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#8
Skirts started gradually getting fuller in the 1820s. They kept getting fuller and fuller, and, until the advent of the steel hope or cage, made possible by the new Bessemer steel process, ladies were wearing 5 or 6 petticoats plus, often, a corded petticoat (which was really heavy with many rows of cording), or a crinoline (petticoat reinforced with horsehair). After the cage came in in 1857, the number of petticoats was reduced to two--one under the hoop for modesty and another over the cage to hide the lines of the metal hoops. The amount of laundry, ironing, and starching was reduced about 75%, and so was the weight. Hoops were available for as little as 25 cents so were worn by everyone. The hoop was actually quite liberating and even the dress reformers thought it was good because it did away with multiple heavy petticoats dragging in the dust. (Note that skirts got a bit shorter about this time, too, up to 4" from the ground.)

Despite the exaggerated ones shown above (definitely parody!) and the bigger hoops worn with ball gowns by extra fashionable people like Mary Lincoln, most hoops ranged from 90" to 120" in circumference.

Sources: Lectures by Carolann Schmitt and Marge Harding at Conference of Historic Fashion, Textile & Living History, Oregon City, OR, April 10-12, 2015, and Juanita Leisch, Who Wore What 1860-65.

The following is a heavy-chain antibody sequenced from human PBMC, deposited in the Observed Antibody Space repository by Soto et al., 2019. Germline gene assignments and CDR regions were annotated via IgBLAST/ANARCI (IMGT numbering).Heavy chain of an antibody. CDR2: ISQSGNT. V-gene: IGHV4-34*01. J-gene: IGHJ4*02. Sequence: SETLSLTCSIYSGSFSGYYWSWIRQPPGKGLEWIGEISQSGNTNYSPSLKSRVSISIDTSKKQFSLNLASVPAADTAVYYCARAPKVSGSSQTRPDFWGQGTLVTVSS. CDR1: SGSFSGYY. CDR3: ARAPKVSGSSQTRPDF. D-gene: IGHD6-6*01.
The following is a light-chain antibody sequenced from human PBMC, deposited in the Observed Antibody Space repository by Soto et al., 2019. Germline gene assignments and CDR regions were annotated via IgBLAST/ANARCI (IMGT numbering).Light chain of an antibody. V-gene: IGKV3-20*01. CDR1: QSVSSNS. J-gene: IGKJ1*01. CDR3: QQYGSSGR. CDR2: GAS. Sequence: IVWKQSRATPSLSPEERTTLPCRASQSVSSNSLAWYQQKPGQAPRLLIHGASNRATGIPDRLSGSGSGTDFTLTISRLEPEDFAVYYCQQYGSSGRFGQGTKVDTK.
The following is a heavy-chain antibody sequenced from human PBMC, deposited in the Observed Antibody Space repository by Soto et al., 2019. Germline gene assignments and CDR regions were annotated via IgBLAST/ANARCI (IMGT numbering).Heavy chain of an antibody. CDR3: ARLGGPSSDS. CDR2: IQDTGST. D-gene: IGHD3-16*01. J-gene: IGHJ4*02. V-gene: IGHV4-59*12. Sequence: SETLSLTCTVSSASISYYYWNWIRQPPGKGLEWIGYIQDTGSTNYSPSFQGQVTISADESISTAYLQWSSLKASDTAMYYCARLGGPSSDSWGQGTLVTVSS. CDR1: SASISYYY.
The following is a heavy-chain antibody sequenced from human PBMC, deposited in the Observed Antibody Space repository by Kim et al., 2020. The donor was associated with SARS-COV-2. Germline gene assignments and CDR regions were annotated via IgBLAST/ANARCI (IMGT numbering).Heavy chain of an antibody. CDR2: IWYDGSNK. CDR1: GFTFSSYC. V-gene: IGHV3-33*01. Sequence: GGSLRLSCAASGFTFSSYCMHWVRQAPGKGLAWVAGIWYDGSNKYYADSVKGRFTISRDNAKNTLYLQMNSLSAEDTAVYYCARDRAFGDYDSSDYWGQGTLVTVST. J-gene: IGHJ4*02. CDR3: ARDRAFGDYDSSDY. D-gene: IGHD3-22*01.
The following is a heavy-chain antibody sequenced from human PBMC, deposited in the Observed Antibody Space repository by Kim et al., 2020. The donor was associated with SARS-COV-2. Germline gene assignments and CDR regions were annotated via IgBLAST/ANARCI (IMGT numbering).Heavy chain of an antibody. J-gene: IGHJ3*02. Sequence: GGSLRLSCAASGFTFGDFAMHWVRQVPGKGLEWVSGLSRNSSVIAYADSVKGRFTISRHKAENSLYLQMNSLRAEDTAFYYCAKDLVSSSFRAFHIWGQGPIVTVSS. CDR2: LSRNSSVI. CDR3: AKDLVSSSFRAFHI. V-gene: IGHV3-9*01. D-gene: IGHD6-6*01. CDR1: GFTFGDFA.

I'm still working at sitting down while wearing a hoop without disaster--if you don't do it just right, it pops up in front! And I haven't yet figured out how to drive a car to an event while wearing one. At least our ancestors didn't have the latter problem!
 

JPK Huson 1863

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#13
Ah! Too, too funny. So deliberate satire! Duh! Where in blazes did these come from? Doubly hysterical since now they're separated and all the heck all over the place- A period satirical magazine? It didn't seem right, right? Victorian women stepping out of hoops in public? Now, already did a thread on the reactionary dress- awful, awful, awful- am hoping whomever put this together was not at the same time promoting that. The dress reform movement James B referred to? There were 2 phases, neither at all feminine.


hoops-3-awomanwearingacrinolinebeingdressedwiththeaidoflongpolestoliftherdressoverthehoops-jpg.jpg


I've seen this before and have wondered if this is really a period photograph? I don't know, seems a little risque' ?

That's what I thought? Also was wondering if the hair seemed a little ' Hollywood, 1930's '? Then there is what appears to be a much smaller hoop on the floor, bottom right. Made it seem more genuine. Of course it did. It would be interesting to know where these came from first I'm guessing somewhere on-line nicely sourced, later ' Pinterested' with source wiped clean and re-posted from there.
 

Northern Light

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#15
I think that the big tip-off here, is that there are no servants in the pictures. No one wanted to be "Biddy" or Heaven forfend, "Mammy" in these photos. (Names are exaggerated to get my point across.)
Edit: Except the last one!
 

JPK Huson 1863

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#16
Best citation from the series that I can find is from Getty Images here: http://www.gettyimages.com/detail/n...ing-room-preparing-for-the-news-photo/3278536

"The scene from a lady's dressing room, preparing for the crinoline. London Stereoscopic Company Comic Series – 503"

Ha! Very cool to have the link, thank you! I'll use this thread, too, if anyone requires enlightening. I mean really, it's hardly the first, second or third time I've bought something way, way past hook, line and sinker. I generally purchase this stuff all the way back to the fishing boat.